A wolverine was spotted near The Front in Harrison Hot Springs on Thursday, April 25. (Harrison Hot Springs News and VIews/Facebook)

Harrison wolverine sighting ‘exciting’ for biologist

Wolverines have huge territories and seeing them near human settlement is not very common

Harrison Hot Spring residents were greeted by an unusual visitor early Thursday morning (April 25), when a wolverine was spotted around The Front grocery store on Hot Springs Road.

An image of the wolverine circulated through a number of local Facebook groups, with residents warning each other to keep an eye on their pets and even their children.

Although some posted comments with a degree of fear, others gave the animal exactly what wolverine researcher and PhD student Mirjam Barrueto believes it deserves: respect.

“It’s something to be excited about,” she said, “because there’s so few in that area,” with maybe 10 animals in the entire north Cascade mountains.

In the past, their range stretched across the mountainous areas of Canada, going all the way down the Cascades Mountains in the States.

After years of hunting, the wolverines became numbered and their range reduced. It’s only now that wolverines are rebounding in the Garibaldi Mountains the the American Cascades Mountains.

According to Barrueto, those two ranges are likely where Harrison’s visitor came from.

RELATED: The secret lives of B.C.’s wolverines

“Your area is kind of a pinch point where animals can go from the Canadian coastal population that’s probably pretty healthy to the north Cascades population that’s really small,” she said.

“My guess would be, and that’s a total guess, is that what people saw in the backyard was probably a dispersing young male … that’s either going south or north, trying to find a place for his own territory.

She also said it was possible it was a young female doing the same thing, although that seems less likely because females are much more shy and don’t generally move across highways.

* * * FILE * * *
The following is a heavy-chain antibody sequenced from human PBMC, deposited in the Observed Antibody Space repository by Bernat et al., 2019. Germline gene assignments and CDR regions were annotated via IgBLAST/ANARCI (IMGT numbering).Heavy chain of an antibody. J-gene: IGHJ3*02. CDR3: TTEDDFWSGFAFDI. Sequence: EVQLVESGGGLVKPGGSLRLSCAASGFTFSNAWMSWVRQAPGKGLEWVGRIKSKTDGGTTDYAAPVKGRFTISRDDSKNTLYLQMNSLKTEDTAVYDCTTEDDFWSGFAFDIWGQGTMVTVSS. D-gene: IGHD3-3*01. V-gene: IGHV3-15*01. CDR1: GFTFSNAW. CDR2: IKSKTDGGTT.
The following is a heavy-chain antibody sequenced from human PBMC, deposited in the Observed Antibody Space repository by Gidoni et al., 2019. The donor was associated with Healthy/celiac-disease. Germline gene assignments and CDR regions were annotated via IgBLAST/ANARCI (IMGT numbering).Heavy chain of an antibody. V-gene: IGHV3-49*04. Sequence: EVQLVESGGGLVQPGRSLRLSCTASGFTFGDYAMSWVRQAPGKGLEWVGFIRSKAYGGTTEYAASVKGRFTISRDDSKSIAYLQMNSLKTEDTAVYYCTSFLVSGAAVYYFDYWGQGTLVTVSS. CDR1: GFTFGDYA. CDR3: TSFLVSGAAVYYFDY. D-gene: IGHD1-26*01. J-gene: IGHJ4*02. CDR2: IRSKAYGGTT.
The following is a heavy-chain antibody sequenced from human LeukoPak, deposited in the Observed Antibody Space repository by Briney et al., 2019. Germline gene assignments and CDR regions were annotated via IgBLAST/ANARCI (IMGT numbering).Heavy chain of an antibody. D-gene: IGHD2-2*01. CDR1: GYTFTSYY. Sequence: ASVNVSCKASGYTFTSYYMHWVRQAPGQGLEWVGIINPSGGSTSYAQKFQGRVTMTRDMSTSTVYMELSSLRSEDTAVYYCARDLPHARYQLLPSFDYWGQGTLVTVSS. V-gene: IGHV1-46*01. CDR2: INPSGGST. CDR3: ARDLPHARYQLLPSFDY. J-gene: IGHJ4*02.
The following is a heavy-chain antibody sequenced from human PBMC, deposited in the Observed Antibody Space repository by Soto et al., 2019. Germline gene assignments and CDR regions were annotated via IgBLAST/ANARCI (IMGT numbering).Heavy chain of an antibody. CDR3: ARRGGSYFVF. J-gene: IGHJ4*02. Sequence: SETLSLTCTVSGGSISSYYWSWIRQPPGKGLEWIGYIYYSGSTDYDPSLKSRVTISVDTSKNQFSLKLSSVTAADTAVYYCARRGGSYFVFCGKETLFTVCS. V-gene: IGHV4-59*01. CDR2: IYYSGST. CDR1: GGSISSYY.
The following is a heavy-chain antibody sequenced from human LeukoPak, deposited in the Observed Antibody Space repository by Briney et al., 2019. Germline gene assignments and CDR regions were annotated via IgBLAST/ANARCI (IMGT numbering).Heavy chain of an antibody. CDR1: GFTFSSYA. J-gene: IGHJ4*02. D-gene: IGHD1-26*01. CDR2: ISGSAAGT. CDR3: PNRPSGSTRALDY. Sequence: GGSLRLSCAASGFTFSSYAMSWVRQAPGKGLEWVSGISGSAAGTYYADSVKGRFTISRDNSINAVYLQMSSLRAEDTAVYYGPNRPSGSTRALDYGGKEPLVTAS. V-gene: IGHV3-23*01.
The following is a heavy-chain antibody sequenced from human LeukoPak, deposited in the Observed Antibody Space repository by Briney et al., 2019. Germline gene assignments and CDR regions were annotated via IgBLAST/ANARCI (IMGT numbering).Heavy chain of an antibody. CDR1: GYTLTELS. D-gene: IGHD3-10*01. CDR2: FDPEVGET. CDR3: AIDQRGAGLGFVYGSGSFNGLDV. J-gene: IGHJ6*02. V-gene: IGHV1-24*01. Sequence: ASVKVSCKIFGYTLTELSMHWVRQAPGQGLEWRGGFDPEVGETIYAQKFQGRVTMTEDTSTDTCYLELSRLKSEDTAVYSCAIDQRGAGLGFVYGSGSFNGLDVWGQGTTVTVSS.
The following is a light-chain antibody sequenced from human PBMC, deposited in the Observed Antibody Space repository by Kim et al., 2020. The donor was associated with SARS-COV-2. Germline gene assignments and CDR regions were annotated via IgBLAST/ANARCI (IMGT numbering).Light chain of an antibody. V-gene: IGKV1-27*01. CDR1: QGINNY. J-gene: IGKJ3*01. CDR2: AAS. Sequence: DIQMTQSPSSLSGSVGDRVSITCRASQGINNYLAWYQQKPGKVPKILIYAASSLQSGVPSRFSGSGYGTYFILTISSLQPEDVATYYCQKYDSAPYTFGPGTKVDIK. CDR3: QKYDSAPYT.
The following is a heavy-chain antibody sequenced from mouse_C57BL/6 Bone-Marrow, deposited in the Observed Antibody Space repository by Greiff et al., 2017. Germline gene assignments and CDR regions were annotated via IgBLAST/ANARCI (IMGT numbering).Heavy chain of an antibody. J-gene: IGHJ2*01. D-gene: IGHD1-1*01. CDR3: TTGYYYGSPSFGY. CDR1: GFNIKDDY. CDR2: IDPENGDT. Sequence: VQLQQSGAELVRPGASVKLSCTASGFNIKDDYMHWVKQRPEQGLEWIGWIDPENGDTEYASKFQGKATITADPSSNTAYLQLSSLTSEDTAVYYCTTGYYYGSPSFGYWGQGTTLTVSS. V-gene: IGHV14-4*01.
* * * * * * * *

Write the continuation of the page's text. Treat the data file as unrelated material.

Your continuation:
Although wolverines are small, maybe about the size of a medium-sized dog, they have territories as large as grizzly bears and patrol them each day.

“You can always only have one female in one home range,” Barrueto said. “That makes them really rare, even under the best circumstances.”

“They are also pretty sensitive with human disturbances,” she added. “When there’s too much they usually tend to abandon an area … because their needs are really at odds with our ways of using the land.”

Because of this, wolverines aren’t usually spotted in populated areas, and it’s possible one won’t be seen again in Harrison any time soon. But in case a wolverine does saunter past the Front grocery store this spring, Barrueto said the best approach is to treat it the way you would treat any other wild animal.

“They have a really big reputation because whenever they’re trapped or try to defend themselves, they make really bad noises,” she said. “I would treat them with respect … not necessarily fear, because there hasn’t really ever been attacks of wolverines on people.”

“If you surprise the wolverine, you would want to give it a lot of space,” she added. “Don’t feed it, don’t corner it, and chances are it’s going to be gone in a few minutes and you’ll never see it again.”



grace.kennedy@ahobserver.com

Like us on Facebook and follow us on Twitter

Just Posted

Semis catch fire at Bradner-area wrecker off Highway 1 in Abbotsford

Crews called to scene at around 2 p.m., finding up to six semis that had caught fire at the wrecker

Abbotsford group meets to kick off local Green New Deal talks

Organizer says climate movement started small locally, but hopes to expand moving forward

City of Abbotsford organizing renewed homelessness forum

Local forum in June to come after regional forum fell out due to snowy weather in February

Up-front price tag for new Abbotsford/Mission water source rises

Consultants suggest shifting $7 million in costs from project’s second stage

Abbotsford’s newest public art unveiled in historic downtown

Mural adorns back of Hemingway’s Books on Montrose Avenue

Police say it’s “impressive” no arrests were made after Raptors celebrations

Toronto will play the Western Conference champion Golden State Warriors next

Social media giants in hot seat as politicians consider regulations in Ottawa

Committee members will also grill representatives from Facebook, Twitter

Wildfire crews watching for dangerous wind shift in High Level, Alta.

The Chuckegg Creek fire is raging out of control about three kilometres southwest of the town

UN urges Canada to take more vulnerable Mexican migrants from Central America

The request comes as the United States takes a harder line on its Mexican border

B.C. VIEWS: Money-laundering melodrama made for TV

Public inquiry staged to point fingers before 2021 election

Canadian homebuyers escaping high housing costs by moving to secondary cities

In British Columbia, exurbs have grown in the Hope Valley and Kamloops

Feds lay out proposed new rules for voice, video recorders in locomotives

Transport Canada wants to limit use of recorders to if a crew’s actions led to a crash

Raptors beat Bucks 100-94 to advance to franchise’s first-ever NBA Finals

Leonard has 27 points, 17 boards to lead Toronto past Milwaukee

Most Read